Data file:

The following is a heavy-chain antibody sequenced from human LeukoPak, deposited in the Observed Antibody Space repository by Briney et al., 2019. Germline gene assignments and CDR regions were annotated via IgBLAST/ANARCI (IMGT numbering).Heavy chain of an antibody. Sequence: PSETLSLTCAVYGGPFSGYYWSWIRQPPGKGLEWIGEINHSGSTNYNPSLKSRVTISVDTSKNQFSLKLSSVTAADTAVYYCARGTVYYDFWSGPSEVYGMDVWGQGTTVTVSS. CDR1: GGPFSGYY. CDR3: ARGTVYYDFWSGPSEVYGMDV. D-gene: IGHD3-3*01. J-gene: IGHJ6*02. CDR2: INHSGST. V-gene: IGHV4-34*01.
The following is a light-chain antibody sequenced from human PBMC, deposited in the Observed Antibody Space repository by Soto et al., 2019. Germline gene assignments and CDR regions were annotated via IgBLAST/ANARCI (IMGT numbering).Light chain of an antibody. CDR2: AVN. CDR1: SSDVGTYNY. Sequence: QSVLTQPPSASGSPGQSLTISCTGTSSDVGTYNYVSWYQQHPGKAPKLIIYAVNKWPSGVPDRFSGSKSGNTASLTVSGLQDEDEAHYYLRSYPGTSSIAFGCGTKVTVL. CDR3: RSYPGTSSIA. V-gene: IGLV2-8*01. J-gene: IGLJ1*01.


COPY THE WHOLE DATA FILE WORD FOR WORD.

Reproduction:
The following is a heavy-chain antibody sequenced from human LeukoPak, deposited in the Observed Antibody Space repository by Briney et al., 2019. Germline gene assignments and CDR regions were annotated via IgBLAST/ANARCI (IMGT numbering).Heavy chain of an antibody. Sequence: PSETLSLTCAVYGGPFSGYYWSWIRQPPGKGLEWIGEINHSGSTNYNPSLKSRVTISVDTSKNQFSLKLSSVTAADTAVYYCARGTVYYDFWSGPSEVYGMDVWGQGTTVTVSS. CDR1: GGPFSGYY. CDR3: ARGTVYYDFWSGPSEVYGMDV. D-gene: IGHD3-3*01. J-gene: IGHJ6*02. CDR2: INHSGST. V-gene: IGHV4-34*01.
The following is a light-chain antibody sequenced from human PBMC, deposited in the Observed Antibody Space repository by Soto et al., 2019. Germline gene assignments and CDR regions were annotated via IgBLAST/ANARCI (IMGT numbering).Light chain of an antibody. CDR2: AVN. CDR1: SSDVGTYNY. Sequence: QSVLTQPPSASGSPGQSLTISCTGTSSDVGTYNYVSWYQQHPGKAPKLIIYAVNKWPSGVPDRFSGSKSGNTASLTVSGLQDEDEAHYYLRSYPGTSSIAFGCGTKVTVL. CDR3: RSYPGTSSIA. V-gene: IGLV2-8*01. J-gene: IGLJ1*01.